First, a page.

Accepted paper:

Aesthetics and social change in Okpella (Edo State), Nigeria

Author:

Jean Borgatti (Clark University/ Boston University)

Paper short abstract:

This paper compares preference data focused on masks collected in 1979 (400 interviews) and 2003 (130 interviews), in Okpella, (Edo State, Nigeria), and addresses questions of how well formed and resilient the local aesthetic has proven to be in the face of dramatic social change.

Paper long abstract:

Survey research proved an effective tool for tapping into reservoirs of local perception in Okpella, a place and a people, located north of Benin City in southern Nigeria, when informal consideration of images failed to prompt discussion of aesthetic criteria. In 1979, five years after a social and historical study of Okpella's ancestral masquerades was made, a major survey on aesthetic preference was undertaken. 400 individuals of different ages and genders were interviewed. In 2003, a panel study took place. 100 of the original sample were re-interviewed along with additional young people. The survey's centerpiece was a set of 'mask' images categorized as 'beautiful' (osomhotse) or 'grotesque' (ulishi). Respondents saw these in paired sequences, making what is called a 'forced choice' between two images. Rankings were then constructed using statistical procedures. Formal art historical analysis of the ranked images and acquired cultural knowledge provided the basis for constructing a theory, or at least an hypothesis, of what made an image 'beautiful' or 'grotesque,' and where people focused when they make such assessments. The proposed paper looks at the questions asked in the original study (e.g., Is there an aesthetic when people choose not to voice criticism?), their relevance for today, and the independent value of the responses compared over this time period to provide valuable insight into how well formed and resilient the Okpella aesthetic has proven itself to be in the face of dramatic social change.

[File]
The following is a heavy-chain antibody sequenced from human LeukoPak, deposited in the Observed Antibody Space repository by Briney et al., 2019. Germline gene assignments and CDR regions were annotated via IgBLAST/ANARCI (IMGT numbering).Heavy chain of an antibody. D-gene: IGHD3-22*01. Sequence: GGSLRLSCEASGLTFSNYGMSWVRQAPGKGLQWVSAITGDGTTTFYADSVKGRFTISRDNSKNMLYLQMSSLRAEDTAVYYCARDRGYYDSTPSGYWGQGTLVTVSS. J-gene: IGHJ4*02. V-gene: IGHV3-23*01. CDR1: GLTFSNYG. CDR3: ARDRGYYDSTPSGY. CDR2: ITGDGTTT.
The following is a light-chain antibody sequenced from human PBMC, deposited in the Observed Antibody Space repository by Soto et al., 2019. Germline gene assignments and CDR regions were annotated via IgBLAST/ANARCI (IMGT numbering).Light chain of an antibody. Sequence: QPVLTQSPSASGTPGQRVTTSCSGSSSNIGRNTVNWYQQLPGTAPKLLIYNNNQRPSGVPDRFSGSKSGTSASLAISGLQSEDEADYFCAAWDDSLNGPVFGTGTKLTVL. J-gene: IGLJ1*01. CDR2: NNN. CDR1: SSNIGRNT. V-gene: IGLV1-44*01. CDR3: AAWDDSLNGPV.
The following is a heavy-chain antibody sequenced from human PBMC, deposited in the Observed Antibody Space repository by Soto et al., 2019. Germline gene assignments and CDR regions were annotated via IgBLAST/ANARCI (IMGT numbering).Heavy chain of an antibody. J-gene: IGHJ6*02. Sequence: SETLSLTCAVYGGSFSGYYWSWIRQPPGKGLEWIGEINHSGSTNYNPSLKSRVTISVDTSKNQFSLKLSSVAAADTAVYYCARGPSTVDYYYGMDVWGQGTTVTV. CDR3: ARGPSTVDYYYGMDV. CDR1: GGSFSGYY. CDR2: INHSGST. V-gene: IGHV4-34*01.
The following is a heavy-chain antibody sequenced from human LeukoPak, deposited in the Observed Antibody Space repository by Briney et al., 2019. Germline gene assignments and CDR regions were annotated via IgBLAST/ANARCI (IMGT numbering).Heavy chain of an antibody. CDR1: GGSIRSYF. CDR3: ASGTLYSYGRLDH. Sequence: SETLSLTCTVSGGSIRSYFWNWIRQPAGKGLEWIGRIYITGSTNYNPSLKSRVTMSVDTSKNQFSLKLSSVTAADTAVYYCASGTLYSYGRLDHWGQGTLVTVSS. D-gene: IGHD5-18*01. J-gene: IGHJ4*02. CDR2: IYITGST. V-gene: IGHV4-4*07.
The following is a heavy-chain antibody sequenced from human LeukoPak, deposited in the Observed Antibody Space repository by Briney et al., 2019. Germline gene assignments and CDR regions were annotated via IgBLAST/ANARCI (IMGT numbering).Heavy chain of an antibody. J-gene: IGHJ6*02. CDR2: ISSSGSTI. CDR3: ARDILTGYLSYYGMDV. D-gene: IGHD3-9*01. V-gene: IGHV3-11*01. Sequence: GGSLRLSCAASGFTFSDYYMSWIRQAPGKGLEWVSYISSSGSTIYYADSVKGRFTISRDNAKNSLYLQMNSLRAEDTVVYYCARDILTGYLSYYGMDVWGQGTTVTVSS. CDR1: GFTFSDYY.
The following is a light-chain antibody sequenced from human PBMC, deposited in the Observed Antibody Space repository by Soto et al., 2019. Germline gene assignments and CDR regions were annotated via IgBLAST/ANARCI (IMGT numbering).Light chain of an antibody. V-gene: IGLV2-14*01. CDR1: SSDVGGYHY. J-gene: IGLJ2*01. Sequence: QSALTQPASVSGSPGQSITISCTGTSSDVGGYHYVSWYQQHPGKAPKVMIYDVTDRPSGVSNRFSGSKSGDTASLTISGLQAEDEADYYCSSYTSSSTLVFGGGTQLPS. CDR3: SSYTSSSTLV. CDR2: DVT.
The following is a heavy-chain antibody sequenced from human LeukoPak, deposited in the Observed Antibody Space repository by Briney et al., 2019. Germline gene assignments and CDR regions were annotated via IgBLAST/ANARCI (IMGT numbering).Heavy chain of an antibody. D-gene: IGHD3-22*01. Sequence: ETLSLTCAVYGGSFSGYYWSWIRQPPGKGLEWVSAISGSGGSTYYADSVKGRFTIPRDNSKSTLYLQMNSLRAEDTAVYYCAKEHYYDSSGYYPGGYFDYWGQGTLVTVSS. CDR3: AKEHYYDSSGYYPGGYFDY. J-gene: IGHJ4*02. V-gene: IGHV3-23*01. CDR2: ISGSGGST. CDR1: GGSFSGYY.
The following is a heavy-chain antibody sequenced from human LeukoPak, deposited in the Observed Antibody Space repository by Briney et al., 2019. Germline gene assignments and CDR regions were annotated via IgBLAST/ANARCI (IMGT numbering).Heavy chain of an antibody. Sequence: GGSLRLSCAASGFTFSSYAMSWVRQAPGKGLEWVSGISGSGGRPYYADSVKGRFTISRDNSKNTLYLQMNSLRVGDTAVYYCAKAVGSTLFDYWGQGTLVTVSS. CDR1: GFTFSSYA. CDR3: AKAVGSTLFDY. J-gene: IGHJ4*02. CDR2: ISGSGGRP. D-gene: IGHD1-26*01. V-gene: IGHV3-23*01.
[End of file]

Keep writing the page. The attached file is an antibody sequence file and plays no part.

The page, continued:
panel W114
Returning to the field: experiences and dilemmas in re-studies